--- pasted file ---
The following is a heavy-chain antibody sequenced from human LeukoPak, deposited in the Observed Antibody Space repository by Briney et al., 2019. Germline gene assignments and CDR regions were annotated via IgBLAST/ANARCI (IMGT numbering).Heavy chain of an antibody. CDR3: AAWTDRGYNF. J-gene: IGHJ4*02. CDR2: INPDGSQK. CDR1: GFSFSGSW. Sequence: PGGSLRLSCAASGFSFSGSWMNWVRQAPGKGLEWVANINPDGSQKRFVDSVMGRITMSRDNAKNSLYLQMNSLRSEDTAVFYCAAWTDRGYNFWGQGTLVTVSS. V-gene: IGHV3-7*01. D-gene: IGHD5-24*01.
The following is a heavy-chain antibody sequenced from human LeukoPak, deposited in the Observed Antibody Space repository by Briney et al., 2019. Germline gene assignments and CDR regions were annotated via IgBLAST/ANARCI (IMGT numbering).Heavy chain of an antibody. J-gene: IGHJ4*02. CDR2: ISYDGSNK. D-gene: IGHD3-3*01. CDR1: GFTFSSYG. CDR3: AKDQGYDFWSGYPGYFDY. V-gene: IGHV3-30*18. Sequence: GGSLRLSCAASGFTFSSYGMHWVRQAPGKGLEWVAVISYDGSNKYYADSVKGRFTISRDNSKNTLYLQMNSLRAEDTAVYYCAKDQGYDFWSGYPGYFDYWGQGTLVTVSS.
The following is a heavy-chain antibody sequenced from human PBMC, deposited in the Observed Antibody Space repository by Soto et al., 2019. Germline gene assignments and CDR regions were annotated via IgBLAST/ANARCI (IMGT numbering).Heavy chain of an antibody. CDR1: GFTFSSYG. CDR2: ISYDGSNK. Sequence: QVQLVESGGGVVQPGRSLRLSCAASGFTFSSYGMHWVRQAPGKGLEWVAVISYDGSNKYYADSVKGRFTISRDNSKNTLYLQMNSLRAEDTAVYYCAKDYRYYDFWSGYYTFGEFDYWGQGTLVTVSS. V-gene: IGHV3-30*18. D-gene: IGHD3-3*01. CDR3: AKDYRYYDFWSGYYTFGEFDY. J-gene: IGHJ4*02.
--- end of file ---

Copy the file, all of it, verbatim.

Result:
The following is a heavy-chain antibody sequenced from human LeukoPak, deposited in the Observed Antibody Space repository by Briney et al., 2019. Germline gene assignments and CDR regions were annotated via IgBLAST/ANARCI (IMGT numbering).Heavy chain of an antibody. CDR3: AAWTDRGYNF. J-gene: IGHJ4*02. CDR2: INPDGSQK. CDR1: GFSFSGSW. Sequence: PGGSLRLSCAASGFSFSGSWMNWVRQAPGKGLEWVANINPDGSQKRFVDSVMGRITMSRDNAKNSLYLQMNSLRSEDTAVFYCAAWTDRGYNFWGQGTLVTVSS. V-gene: IGHV3-7*01. D-gene: IGHD5-24*01.
The following is a heavy-chain antibody sequenced from human LeukoPak, deposited in the Observed Antibody Space repository by Briney et al., 2019. Germline gene assignments and CDR regions were annotated via IgBLAST/ANARCI (IMGT numbering).Heavy chain of an antibody. J-gene: IGHJ4*02. CDR2: ISYDGSNK. D-gene: IGHD3-3*01. CDR1: GFTFSSYG. CDR3: AKDQGYDFWSGYPGYFDY. V-gene: IGHV3-30*18. Sequence: GGSLRLSCAASGFTFSSYGMHWVRQAPGKGLEWVAVISYDGSNKYYADSVKGRFTISRDNSKNTLYLQMNSLRAEDTAVYYCAKDQGYDFWSGYPGYFDYWGQGTLVTVSS.
The following is a heavy-chain antibody sequenced from human PBMC, deposited in the Observed Antibody Space repository by Soto et al., 2019. Germline gene assignments and CDR regions were annotated via IgBLAST/ANARCI (IMGT numbering).Heavy chain of an antibody. CDR1: GFTFSSYG. CDR2: ISYDGSNK. Sequence: QVQLVESGGGVVQPGRSLRLSCAASGFTFSSYGMHWVRQAPGKGLEWVAVISYDGSNKYYADSVKGRFTISRDNSKNTLYLQMNSLRAEDTAVYYCAKDYRYYDFWSGYYTFGEFDYWGQGTLVTVSS. V-gene: IGHV3-30*18. D-gene: IGHD3-3*01. CDR3: AKDYRYYDFWSGYYTFGEFDY. J-gene: IGHJ4*02.